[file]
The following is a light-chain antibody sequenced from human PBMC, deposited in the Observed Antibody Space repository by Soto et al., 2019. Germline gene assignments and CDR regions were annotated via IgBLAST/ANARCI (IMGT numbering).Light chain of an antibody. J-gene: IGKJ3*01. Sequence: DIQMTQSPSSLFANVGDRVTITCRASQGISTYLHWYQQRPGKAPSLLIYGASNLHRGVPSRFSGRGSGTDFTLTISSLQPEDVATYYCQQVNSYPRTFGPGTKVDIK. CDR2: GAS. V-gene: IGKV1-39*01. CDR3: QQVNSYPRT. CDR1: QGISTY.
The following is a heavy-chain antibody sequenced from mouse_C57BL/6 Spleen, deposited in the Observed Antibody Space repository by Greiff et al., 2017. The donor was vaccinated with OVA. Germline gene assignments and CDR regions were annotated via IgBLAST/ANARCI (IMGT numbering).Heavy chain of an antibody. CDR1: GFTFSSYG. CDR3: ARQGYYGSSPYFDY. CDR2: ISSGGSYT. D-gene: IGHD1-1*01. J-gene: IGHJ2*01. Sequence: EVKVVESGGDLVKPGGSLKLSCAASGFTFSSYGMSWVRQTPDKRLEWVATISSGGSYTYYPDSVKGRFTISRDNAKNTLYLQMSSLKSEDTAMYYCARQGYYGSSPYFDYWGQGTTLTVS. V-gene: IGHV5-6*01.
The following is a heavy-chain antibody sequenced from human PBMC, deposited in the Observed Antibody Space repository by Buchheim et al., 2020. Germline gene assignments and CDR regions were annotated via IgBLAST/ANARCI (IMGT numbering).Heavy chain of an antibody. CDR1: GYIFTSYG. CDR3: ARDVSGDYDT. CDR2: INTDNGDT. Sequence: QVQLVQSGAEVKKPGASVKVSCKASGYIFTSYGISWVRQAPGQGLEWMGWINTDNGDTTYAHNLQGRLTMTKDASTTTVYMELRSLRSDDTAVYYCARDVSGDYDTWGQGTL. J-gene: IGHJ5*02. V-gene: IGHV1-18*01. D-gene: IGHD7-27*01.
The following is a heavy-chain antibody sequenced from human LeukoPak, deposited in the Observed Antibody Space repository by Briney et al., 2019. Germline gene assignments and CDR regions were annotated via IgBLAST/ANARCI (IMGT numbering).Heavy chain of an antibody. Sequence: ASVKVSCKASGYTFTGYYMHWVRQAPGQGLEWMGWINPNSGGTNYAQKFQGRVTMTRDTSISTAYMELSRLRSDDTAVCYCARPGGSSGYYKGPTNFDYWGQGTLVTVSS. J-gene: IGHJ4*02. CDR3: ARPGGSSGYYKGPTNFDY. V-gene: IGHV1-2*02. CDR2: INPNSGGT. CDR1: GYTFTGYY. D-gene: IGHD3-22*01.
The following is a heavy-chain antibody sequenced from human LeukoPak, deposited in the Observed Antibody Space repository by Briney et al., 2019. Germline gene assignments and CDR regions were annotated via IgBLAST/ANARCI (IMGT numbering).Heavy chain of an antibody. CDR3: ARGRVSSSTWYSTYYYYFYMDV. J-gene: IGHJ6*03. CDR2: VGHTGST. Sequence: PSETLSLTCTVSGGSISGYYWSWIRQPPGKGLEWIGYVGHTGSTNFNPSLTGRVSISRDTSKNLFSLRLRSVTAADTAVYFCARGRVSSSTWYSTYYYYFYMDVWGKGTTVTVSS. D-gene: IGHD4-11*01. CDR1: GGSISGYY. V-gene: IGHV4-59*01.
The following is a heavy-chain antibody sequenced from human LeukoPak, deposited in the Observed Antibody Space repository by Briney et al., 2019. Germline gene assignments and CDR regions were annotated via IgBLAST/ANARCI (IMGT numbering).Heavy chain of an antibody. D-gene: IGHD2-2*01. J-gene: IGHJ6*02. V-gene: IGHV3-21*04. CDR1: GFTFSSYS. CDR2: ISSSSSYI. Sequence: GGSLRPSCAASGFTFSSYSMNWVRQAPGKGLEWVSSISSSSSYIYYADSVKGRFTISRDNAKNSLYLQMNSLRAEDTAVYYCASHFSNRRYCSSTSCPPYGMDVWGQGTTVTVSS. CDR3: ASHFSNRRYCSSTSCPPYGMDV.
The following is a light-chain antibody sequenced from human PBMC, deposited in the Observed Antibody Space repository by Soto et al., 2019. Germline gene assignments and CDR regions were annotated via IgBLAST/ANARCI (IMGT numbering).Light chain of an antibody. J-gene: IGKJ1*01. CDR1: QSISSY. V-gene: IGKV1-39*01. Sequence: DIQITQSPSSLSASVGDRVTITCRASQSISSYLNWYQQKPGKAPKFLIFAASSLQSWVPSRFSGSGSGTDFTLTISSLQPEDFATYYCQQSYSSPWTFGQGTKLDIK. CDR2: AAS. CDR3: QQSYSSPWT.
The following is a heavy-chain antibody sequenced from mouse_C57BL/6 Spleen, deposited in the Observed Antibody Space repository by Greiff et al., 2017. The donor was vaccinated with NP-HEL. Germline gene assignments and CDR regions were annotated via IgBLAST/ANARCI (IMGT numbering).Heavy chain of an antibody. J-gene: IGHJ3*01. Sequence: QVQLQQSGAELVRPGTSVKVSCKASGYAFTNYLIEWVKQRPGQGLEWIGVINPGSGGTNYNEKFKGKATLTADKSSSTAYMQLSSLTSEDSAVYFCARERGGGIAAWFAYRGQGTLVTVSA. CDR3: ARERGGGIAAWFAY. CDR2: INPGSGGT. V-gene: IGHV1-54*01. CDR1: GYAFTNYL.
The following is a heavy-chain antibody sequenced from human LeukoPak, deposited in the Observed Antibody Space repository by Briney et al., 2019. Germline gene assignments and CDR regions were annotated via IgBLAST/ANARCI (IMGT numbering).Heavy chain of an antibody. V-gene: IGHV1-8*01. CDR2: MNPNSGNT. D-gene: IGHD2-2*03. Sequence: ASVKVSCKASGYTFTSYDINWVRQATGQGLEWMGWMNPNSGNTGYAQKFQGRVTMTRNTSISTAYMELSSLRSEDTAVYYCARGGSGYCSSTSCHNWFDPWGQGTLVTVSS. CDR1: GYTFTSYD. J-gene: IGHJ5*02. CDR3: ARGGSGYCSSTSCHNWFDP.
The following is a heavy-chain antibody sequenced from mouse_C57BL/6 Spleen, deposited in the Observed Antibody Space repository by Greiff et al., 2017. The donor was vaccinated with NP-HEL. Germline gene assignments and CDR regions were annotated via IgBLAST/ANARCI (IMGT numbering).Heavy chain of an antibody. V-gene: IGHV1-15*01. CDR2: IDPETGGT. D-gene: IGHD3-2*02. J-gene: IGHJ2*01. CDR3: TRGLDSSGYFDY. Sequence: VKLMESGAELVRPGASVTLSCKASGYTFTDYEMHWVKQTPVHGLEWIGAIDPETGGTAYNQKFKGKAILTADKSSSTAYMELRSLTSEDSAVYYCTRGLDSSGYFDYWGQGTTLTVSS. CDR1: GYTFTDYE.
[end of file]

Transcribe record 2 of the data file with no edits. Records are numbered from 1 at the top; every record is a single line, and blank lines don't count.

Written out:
The following is a heavy-chain antibody sequenced from mouse_C57BL/6 Spleen, deposited in the Observed Antibody Space repository by Greiff et al., 2017. The donor was vaccinated with OVA. Germline gene assignments and CDR regions were annotated via IgBLAST/ANARCI (IMGT numbering).Heavy chain of an antibody. CDR1: GFTFSSYG. CDR3: ARQGYYGSSPYFDY. CDR2: ISSGGSYT. D-gene: IGHD1-1*01. J-gene: IGHJ2*01. Sequence: EVKVVESGGDLVKPGGSLKLSCAASGFTFSSYGMSWVRQTPDKRLEWVATISSGGSYTYYPDSVKGRFTISRDNAKNTLYLQMSSLKSEDTAMYYCARQGYYGSSPYFDYWGQGTTLTVS. V-gene: IGHV5-6*01.